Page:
Helping Dad--now that he's in a nursing home...

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So, there's probably no good answer, but at least I can vent... Our folks are in Mass, while I'm in Detroit and my brother is in Seattle. My 91yo dad (depression, Parkinson's) went into the hospital in March with blood clots, and we took the opportunity to move him into assisted living. His wife, Stepmom, is still living nearby at the house; dad (who owns the house) has pretty much no money left, but does have longterm care insurance, which was paying most of the AL bill--and we cannot afford fulltime home care. After a few fainting spells in June, things went rapidly downhill in the hospital, and he spent 6 weeks at a psychiatric hospital where he was formally diagnosed with dementia, including Alzheimers. He went back to AL, but we were told to expect to move him to a memory care unit within several months. Things were ok--not amazing--for about a month, and then the falls began (as well as the wandering, including into stairwells). He's also had swelling in his legs (due in part to an infection). AL told us Dad wasn't safe and recommended 24/7 skilled nursing (which his neurologist also supported); we brought in aides (9p-7a) as we scrambled. We applied to an AL with a memory care unit, but they were concerned about his physical condition. Fortunately, there was an NH nearby with an available longterm bed (giving dad a roommate). Unfortunately, of course, it's not quite as nice as the AL setup. Brother and I talked to dad two days ago to 'prep' him for the move, and he sounded somewhat amenable. We had to talk to him yesterday as he was threatening to call the police. Fortunately, the doctor there invoked his health care proxy (me), and they are apparently telling him he's there for therapy. Nobody feels good about the situation, but we also can't figure out any other alternative that's realistically do-able. Any suggestions...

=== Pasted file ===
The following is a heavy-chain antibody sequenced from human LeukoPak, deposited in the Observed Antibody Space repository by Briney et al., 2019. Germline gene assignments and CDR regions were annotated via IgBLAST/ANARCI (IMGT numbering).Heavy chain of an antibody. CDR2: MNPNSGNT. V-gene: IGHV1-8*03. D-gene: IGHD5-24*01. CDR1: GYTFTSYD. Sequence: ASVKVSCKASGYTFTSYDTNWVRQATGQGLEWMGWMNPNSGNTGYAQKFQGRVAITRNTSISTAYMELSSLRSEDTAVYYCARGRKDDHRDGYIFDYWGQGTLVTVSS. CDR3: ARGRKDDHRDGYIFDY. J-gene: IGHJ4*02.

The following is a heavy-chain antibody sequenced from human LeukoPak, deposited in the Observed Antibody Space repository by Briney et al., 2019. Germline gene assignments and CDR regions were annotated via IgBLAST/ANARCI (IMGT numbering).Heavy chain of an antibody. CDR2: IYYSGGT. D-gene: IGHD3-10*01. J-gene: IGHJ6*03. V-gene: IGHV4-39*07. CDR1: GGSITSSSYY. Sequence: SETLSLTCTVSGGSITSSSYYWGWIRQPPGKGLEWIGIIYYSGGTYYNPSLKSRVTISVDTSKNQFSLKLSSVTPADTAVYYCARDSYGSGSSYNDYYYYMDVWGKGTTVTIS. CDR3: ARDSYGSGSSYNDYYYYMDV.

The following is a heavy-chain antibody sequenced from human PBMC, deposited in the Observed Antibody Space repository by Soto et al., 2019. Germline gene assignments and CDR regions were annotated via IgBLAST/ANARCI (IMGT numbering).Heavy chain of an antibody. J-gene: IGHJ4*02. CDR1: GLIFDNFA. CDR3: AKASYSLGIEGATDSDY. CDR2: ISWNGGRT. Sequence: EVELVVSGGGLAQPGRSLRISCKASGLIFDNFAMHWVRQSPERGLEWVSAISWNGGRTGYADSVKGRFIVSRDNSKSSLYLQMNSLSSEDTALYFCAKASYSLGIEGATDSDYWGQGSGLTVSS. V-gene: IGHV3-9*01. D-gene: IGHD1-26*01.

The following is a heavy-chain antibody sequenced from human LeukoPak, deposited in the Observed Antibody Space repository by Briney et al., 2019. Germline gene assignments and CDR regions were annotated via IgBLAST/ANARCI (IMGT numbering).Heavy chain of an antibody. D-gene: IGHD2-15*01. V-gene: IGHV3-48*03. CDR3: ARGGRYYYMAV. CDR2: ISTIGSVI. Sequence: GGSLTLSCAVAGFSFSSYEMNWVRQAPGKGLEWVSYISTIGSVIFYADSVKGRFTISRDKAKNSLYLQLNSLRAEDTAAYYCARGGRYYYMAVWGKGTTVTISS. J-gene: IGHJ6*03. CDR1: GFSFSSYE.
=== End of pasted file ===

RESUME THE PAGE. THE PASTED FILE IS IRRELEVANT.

Adam, change of any sort can be agitating and upsetting to a dementia patient. I would stick with " the doctor says you need to be here for right now " and "we'll talk to the doctor about going back to AL" if he asks specifically about that. Additional meds may be needed to get dad over this " hump" or he may just adjust on his own.